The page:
Depending on whom you talk to, the Greater Ministries International Church (GMIC) is either the biggest religious Ponzi scheme since the Foundation for New Era Philanthropy scandal or God's greatest gift to Christian missions in decades.

Organizationally, GMIC offices are in Tampa, Florida, where services are held several times each week, but the ministry is incorporated in the Cayman Islands. Staff members give varying answers as to its inception, ranging from 1968 to 1988. It claims to have several hundred "affiliate" churches but is not a denomination. Its founders share many of the ideas of the "common law" and militia movements, and several have prison records. But all insist they are not antigovernment. GMIC appears to handle multimillions of dollars in donations to its "Faith Promise Plan" but operates largely in cash and makes no annual reports or other financial figures available, even to members. As its founder and leader, Gerald Payne, told an Ohio audience last year, "For those who really want a financial statement, I can get you one—we're doing real good!"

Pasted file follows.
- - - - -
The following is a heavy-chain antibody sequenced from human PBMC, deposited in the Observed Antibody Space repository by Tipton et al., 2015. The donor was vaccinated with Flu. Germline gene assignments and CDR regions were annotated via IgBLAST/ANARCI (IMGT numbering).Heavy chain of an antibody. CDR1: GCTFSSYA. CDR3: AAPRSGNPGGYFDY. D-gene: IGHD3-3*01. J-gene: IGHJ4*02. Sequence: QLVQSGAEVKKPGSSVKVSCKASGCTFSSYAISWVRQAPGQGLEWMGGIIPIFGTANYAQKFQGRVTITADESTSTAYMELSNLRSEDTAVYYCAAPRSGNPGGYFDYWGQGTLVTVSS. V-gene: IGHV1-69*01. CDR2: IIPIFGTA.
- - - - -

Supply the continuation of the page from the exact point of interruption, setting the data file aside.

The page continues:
Such a response did not satisfy the Pennsylvania Securities Commission, which issued a cease-and-desist order against GMIC in 1995 that it renewed in 1996. In November, state Attorney General Mike Fisher charged in Harrisburg that GMIC is engaged in "fraudulent activity in the name of religion" and obtained an injunction ordering it to stop soliciting new donors in Pennsylvania.

Similar cease-and-desist orders have been issued by authorities in Ohio and California. In late 1997, one of the church's key leaders, Patrick Henry Talbert, was indicted on 15 counts of fraud, racketeering, and grand theft, and has since left the group.

After ...

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